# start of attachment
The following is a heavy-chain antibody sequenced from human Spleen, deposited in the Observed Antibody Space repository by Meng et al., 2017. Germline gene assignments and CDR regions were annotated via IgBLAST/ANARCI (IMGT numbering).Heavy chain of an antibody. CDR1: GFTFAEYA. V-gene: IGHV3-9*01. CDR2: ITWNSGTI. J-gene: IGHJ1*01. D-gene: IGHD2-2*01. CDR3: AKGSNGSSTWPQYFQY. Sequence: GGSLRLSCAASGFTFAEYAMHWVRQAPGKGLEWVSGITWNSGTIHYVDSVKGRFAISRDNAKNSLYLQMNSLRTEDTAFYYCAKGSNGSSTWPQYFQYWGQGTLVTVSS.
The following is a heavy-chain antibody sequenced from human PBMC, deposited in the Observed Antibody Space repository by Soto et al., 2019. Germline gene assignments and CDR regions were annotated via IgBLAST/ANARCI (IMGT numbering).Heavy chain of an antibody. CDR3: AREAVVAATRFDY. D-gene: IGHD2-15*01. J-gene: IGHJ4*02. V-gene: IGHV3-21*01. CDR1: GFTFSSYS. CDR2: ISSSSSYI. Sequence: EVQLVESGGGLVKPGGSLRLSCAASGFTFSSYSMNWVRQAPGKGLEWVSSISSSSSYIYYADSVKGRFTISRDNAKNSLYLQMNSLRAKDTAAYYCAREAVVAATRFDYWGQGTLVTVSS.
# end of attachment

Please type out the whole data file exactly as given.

The following is a heavy-chain antibody sequenced from human Spleen, deposited in the Observed Antibody Space repository by Meng et al., 2017. Germline gene assignments and CDR regions were annotated via IgBLAST/ANARCI (IMGT numbering).Heavy chain of an antibody. CDR1: GFTFAEYA. V-gene: IGHV3-9*01. CDR2: ITWNSGTI. J-gene: IGHJ1*01. D-gene: IGHD2-2*01. CDR3: AKGSNGSSTWPQYFQY. Sequence: GGSLRLSCAASGFTFAEYAMHWVRQAPGKGLEWVSGITWNSGTIHYVDSVKGRFAISRDNAKNSLYLQMNSLRTEDTAFYYCAKGSNGSSTWPQYFQYWGQGTLVTVSS.
The following is a heavy-chain antibody sequenced from human PBMC, deposited in the Observed Antibody Space repository by Soto et al., 2019. Germline gene assignments and CDR regions were annotated via IgBLAST/ANARCI (IMGT numbering).Heavy chain of an antibody. CDR3: AREAVVAATRFDY. D-gene: IGHD2-15*01. J-gene: IGHJ4*02. V-gene: IGHV3-21*01. CDR1: GFTFSSYS. CDR2: ISSSSSYI. Sequence: EVQLVESGGGLVKPGGSLRLSCAASGFTFSSYSMNWVRQAPGKGLEWVSSISSSSSYIYYADSVKGRFTISRDNAKNSLYLQMNSLRAKDTAAYYCAREAVVAATRFDYWGQGTLVTVSS.